Outcomes for HIV-positive patients with primary central nervous system lymphoma after high-dose chemotherapy and auto-SCT.
Bone Marrow Transplant. 2015; 50(7):999-1000 [PubMed] Related Publications

Fraser E, Gruenberg K, Rubenstein JL
New approaches in primary central nervous system lymphoma.
Chin Clin Oncol. 2015; 4(1):11 [PubMed] Related Publications
Primary central nervous system lymphoma (PCNSL) has long been associated with an inferior prognosis compared to other aggressive non-Hodgkin's lymphomas (NHLs). However, during the past 10 years an accumulation of clinical experience has demonstrated that long-term progression-free survival (PFS) can be attained in a major proportion of PCNSL patients who receive dose-intensive consolidation chemotherapy and avoid whole brain radiotherapy. One recent approach that has reproducibly demonstrated efficacy for newly diagnosed PCNSL patients is an immunochemotherapy combination regimen used during induction that consists of methotrexate, temozolomide, and rituximab followed by consolidative infusional etoposide plus high-dose cytarabine (EA), administered in first complete remission (CR). Other high-dose chemotherapy-based consolidative regimens have shown efficacy as well. Our goal in this review is to update principles of diagnosis and management as well as data regarding the molecular pathogenesis of PCNSL, information that may constitute a basis for development of more effective therapies required to make additional advances in this phenotype of aggressive NHL.

Deutsch MB, Mendez MF
Neurocognitive features distinguishing primary central nervous system lymphoma from other possible causes of rapidly progressive dementia.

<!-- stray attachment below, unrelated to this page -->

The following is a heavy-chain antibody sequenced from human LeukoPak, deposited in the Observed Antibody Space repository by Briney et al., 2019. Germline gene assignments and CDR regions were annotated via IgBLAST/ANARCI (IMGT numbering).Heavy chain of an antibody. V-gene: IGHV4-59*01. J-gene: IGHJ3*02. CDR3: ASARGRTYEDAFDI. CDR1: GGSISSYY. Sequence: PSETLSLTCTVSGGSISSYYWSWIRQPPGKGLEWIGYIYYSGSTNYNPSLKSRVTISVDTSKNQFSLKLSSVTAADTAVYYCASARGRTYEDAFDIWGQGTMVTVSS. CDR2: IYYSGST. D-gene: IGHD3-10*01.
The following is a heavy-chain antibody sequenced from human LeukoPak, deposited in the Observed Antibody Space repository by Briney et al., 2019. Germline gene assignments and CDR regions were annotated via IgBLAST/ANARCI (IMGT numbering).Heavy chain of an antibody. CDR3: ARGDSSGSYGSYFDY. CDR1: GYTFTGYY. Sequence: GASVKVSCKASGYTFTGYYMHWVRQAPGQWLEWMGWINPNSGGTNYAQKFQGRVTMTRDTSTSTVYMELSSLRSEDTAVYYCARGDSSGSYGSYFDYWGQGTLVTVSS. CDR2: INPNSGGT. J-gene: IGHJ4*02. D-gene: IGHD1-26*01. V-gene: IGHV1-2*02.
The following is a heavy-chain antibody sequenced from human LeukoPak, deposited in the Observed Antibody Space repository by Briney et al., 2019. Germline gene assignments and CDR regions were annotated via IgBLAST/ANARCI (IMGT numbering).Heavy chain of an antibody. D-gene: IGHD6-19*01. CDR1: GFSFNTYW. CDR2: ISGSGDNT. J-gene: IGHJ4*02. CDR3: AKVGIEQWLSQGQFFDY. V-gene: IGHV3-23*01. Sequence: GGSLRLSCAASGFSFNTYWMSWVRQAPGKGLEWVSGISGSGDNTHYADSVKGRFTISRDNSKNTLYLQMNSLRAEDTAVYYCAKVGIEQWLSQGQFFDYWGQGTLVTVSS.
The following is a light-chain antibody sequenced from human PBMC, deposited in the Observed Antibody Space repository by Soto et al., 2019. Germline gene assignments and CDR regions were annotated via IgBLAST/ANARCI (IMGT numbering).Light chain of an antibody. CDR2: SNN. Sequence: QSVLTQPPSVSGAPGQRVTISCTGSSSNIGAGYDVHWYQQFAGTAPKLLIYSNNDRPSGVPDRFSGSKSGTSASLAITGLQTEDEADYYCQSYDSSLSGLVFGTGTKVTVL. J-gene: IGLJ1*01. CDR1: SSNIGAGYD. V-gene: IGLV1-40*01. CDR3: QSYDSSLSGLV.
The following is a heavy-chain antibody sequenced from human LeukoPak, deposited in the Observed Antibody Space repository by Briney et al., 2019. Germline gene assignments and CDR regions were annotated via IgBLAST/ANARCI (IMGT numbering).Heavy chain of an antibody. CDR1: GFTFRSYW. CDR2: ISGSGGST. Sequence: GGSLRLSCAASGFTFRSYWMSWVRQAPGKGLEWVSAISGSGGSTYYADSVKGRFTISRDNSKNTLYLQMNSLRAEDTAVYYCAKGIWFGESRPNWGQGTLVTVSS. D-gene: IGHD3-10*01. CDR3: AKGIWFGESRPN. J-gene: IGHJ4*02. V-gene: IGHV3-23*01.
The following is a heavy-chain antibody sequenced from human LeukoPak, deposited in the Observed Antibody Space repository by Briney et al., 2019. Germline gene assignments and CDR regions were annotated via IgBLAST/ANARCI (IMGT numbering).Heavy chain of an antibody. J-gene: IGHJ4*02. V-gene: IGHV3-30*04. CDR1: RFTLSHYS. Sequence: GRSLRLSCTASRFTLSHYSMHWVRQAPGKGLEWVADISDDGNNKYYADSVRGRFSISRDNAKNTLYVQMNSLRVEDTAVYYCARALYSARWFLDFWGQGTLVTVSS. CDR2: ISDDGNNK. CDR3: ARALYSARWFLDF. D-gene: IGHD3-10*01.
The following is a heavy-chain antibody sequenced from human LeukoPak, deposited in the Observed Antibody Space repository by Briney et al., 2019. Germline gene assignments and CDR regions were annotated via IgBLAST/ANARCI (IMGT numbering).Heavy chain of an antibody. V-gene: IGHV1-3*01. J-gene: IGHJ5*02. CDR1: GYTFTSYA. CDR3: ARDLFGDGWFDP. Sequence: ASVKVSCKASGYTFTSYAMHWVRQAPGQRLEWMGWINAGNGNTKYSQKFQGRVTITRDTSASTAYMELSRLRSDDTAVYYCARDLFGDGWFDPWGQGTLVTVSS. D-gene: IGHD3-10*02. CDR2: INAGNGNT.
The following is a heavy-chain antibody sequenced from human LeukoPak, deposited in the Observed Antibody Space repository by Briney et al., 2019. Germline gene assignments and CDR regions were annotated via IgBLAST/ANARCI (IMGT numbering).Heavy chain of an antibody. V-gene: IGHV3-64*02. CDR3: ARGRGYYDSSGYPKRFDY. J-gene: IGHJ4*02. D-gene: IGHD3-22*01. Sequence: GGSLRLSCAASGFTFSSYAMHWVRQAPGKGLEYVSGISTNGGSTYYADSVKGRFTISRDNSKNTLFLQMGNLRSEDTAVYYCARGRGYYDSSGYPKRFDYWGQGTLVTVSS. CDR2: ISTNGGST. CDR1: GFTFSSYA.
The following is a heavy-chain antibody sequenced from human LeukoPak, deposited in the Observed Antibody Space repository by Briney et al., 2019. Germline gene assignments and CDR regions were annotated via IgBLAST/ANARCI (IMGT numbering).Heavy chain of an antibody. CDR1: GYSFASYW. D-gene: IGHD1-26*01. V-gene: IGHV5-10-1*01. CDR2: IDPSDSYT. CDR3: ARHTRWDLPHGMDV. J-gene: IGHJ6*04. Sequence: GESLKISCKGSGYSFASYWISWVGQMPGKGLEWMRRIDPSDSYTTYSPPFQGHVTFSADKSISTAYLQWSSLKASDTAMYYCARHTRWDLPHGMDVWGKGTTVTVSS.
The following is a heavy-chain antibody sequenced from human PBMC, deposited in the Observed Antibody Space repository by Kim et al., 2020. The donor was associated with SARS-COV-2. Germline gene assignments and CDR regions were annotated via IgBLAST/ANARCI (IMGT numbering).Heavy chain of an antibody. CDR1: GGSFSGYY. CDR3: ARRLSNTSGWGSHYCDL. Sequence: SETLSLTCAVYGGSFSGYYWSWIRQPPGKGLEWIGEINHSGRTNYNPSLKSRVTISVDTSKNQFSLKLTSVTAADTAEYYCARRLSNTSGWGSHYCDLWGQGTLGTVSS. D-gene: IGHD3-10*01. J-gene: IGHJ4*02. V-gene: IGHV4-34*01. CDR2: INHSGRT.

Cogn Behav Neurol. 2015; 28(1):1-10 [PubMed] Article available free on PMC after 01/03/2016 Related Publications
OBJECTIVE: Define the neurocognitive features of primary central nervous system lymphoma (PCNSL) presenting with dementia, and compare with other causes of rapidly progressive dementia (RPD).
BACKGROUND: PCNSL can present as an RPD. Differentiating PCNSL from other RPDs is critical because lymphomatous dementia may be reversible, and untreated PCNSL is fatal.
METHODS: We performed a meta-analysis of case reports of dementia from PCNSL (between 1950 and 2013); 20 patients (14 with lymphomatosis cerebri) met our criteria. We compared these patients to a case series of patients with RPD from Creutzfeldt-Jakob disease and other non-PCNSL etiologies (Sala et al, 2012. Alzheimer Dis Assoc Disord. 26:267-271).
RESULTS: Median age was 66 years (range 41 to 81); 70% were men. Time from symptom onset to evaluation was <6 months in 65%. No patients had seizures; 5% had headaches; 45% had non-aphasic speech difficulty. There was significantly more memory impairment in patients with PCNSL than other RPDs and significantly less myoclonus and parkinsonism. Behavioral changes and cerebellar signs were not significantly different. Significantly more patients with PCNSL than other RPDs had white matter changes; significantly fewer had atrophy. Elevated CSF protein and pleocytosis were more frequent in PCNSL; patients with other RPDs tended to have normal CSF±14-3-3 protein.
CONCLUSIONS: Unlike patients with RPD from other causes, those with PCNSL commonly present with impaired memory, apathy, and abnormal speech and gait, without headache, seizure, or myoclonus. White matter changes and CSF abnormalities predominate. Improved clinical awareness of PCNSL can prompt earlier diagnosis and treatment.

Liu W, Xue J, Yu S, et al.
Primary central nervous system lymphoma mimicking recurrent depressive disorder: A case report.
Oncol Lett. 2015; 9(4):1819-1821 [PubMed] Article available free on PMC after 01/03/2016 Related Publications